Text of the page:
But doing that and getting the action you need on the portrait, it would never work. So this is all about creating great composite images, and that's going to be something we cover at the back part of this course. You, and I are going to jump into some popular software tools and show people how to both composite images for still and then ultimately video work as well. Abba: Now, one other area that I want to make sure that people understand again, it's all about flexibility and profitability is that you can change backgrounds as things change. In the corporate world a lot of times you might want to get a shot of 20 employees but you can't go to 20 different locations, 20 different offices.
So, what you can do is shoot them in a green screen environment and then go around and shoot different parts of the building, and then you can composite them into a certain location, and if things change if they move buildings or if branding changes, you can very easily swap out the background. Now, I know you've done some of this yourself. Rich: Yeah, future changes are critical and the idea there is that you can continue to get value out of the material you shot and clients will get busy, budgets will get tight, there's been a lot of projects where we've had to do new post-production work for new projects that have come up but not new field production work, and that really stands out.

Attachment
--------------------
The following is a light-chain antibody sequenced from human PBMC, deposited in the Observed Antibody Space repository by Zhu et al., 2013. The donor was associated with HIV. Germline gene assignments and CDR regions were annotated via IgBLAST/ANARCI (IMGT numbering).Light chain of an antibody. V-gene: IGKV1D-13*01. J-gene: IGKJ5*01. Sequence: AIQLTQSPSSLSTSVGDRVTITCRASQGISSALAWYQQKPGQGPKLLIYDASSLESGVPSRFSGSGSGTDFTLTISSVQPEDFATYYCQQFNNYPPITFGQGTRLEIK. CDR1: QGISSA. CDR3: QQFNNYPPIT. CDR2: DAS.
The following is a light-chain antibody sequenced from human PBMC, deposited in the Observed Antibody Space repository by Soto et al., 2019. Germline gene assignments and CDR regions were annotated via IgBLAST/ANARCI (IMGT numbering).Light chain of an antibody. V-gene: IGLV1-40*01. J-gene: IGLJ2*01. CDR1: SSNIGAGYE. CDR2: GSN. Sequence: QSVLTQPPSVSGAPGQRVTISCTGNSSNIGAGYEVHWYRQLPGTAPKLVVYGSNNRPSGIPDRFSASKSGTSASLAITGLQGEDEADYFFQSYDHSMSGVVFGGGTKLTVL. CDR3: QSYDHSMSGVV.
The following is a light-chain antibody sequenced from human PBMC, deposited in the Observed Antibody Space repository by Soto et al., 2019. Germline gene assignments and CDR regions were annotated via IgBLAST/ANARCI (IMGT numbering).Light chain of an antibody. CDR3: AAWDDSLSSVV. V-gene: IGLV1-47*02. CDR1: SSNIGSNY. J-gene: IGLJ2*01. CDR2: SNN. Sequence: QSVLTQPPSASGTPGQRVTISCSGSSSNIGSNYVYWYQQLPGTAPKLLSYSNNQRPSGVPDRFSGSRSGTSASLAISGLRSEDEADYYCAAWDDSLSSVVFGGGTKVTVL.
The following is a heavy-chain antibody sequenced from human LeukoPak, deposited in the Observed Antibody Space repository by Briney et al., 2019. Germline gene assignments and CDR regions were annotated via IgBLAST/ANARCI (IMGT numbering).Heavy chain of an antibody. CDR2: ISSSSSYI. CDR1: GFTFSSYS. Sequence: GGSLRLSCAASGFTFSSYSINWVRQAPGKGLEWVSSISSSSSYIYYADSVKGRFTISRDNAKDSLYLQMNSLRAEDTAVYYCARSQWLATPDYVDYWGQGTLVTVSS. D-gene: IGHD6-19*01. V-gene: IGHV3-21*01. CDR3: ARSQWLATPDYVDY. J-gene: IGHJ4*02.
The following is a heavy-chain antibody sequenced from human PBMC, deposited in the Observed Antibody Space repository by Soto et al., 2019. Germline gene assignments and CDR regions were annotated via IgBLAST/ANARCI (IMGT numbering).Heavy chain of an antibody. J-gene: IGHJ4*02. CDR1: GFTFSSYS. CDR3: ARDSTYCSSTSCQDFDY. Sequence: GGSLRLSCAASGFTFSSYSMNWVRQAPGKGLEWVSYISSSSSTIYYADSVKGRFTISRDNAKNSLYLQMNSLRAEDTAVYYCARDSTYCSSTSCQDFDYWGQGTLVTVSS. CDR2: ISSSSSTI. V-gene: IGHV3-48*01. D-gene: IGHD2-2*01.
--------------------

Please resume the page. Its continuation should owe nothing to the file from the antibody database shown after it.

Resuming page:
So that's a lot of the reasons to shoot green screen with photography. In a second, let's take a look at the video angle, and then we'll start to light.
This course was created and produced by Rich Harrington. lynda.com is honored to host this content in our library.
- Why use green screen?
- Using a fabric, Flexfill, or Reflecmedia backdrop
- Lighting the green screen
- Establishing a relationship with the subject
- Shooting handheld
- Shooting with a DSLR
- Using a sync sound workflow
- Processing raw footage
- Creating transparency in Photoshop
- Removing the background
- Adjusting background focus
- Keying in Premiere Pro or After Effects
- Animating the camera
Skill Level Intermediate
Q: This course was updated on 03/01/2017. What changed?
A: New videos were added that show how to key out green screen video and match color and exposure for video in Final Cut Pro X.